The arithmetic properties of such varieties were studied in 1932 by F. Severi; F. Châtelet subsequently discovered a connection between Brauer–Severi varieties and central simple algebras (cf. Central simple algebra) over and the Brauer group.
The simplest non-trivial example of a one-dimensional Brauer–Severi variety is the projective conic section :
on the real projective plane . Over the field of complex numbers this variety is isomorphic to the projective line . The set of all one-dimensional Brauer–Severi varieties, considered up to isomorphism, is in a one-to-one correspondence with the set of projective non-degenerate conic sections (considered up to projective equivalence over ), which is in turn in a one-to-one correspondence with the set of non-isomorphic generalized quaternion algebras over . In the above example the conical section corresponds to the algebra of ordinary quaternions.
In the more-dimensional case, the set of classes of -dimensional Brauer–Severi varieties (i.e. Brauer–Severi varieties distinguished up to -isomorphism) may be identified with the Galois cohomology group where is the projective group of automorphisms of the projective space , . This cohomology group describes the classes of -isomorphic central simple -algebras of rank (i.e. forms of the matrix algebra ). The connection between Brauer–Severi varieties and central simple algebras is more explicitly described as follows. To a -algebra of rank one associates the variety of its left ideals of rank , which is defined as a closed subvariety of the Grassmann manifold of all -linear subspaces of dimension in . In certain cases the variety may be defined by norm equations — e.g. in the case of quaternion algebras. The connection between Brauer–Severi varieties and algebras is taken advantage of in the study of both , .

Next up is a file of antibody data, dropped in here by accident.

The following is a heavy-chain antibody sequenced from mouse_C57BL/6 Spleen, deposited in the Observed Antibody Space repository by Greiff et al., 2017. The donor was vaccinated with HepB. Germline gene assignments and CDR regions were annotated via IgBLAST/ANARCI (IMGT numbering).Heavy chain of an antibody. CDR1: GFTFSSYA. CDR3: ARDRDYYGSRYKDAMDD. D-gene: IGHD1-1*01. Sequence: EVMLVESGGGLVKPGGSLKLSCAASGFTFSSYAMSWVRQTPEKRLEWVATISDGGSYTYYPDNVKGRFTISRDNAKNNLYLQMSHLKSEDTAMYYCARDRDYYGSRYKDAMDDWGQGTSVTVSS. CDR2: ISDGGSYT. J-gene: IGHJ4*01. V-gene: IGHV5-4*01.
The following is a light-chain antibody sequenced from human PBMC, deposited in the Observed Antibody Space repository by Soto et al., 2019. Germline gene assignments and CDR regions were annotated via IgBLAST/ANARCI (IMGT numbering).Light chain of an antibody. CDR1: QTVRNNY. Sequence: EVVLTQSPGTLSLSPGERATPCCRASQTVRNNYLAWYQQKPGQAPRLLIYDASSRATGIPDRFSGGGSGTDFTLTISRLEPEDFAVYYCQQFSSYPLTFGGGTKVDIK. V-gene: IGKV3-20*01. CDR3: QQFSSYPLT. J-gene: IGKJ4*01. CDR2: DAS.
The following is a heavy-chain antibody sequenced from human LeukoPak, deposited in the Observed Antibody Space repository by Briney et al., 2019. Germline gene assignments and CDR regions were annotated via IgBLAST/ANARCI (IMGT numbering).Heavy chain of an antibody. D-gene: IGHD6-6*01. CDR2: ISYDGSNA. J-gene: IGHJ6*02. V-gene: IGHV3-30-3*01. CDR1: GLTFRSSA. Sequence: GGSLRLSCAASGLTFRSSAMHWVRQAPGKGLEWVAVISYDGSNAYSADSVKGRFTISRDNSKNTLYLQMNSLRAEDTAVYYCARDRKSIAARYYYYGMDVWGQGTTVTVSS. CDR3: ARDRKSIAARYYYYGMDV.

The most significant properties of Brauer–Severi varieties are the following. A Brauer–Severi variety is -isomorphic to a projective space if and only if it has a point in the field . All Brauer–Severi varieties have a point in some finite separable extension of .
The Hasse principle applies to Brauer–Severi varieties defined over an algebraic number field.
The field of rational functions on a Brauer–Severi variety is the splitting field of the corresponding algebra ; moreover, an arbitrary extension of is the splitting field for if and only if has a -point .
In the context of the generalization of the concepts of a central simple algebra and the Brauer group to include schemes, the Brauer–Severi varieties were generalized to the concept of Brauer–Severi schemes . Let be a morphism of schemes. A scheme is called a Brauer–Severi scheme if it is locally isomorphic to a projective space over in the étale topology of . A scheme over a scheme is a Brauer–Severi scheme if and only if is a finitely-presented proper flat morphism and if all of its geometrical fibres are isomorphic to projective spaces .
|||F. Châtelet, "Variations sur un thème de H. Poincaré" Ann. Sci. École Norm. Sup. (3) , 61 (1944) pp. 249–300|
|||A. Grothendieck, "Le groupe de Brauer" A. Grothendieck (ed.) J. Giraud (ed.) et al. (ed.) , Dix exposés sur la cohomologie des schémas , North-Holland & Masson (1968) pp. 1–21|
|||J.-P. Serre, "Cohomologie Galoisienne" , Springer (1964)|
|||P. Roguette, "On the Galois cohomology of the projective linear group and its applications to the construction of generic splitting fields of algebras" Math. Ann. , 150 (1963) pp. 411–439|
Thus a Brauer–Severi variety of dimension is a -form of .
Brauer–Severi variety. Encyclopedia of Mathematics. URL: http://www.encyclopediaofmath.org/index.php?title=Brauer%E2%80%93Severi_variety&oldid=22188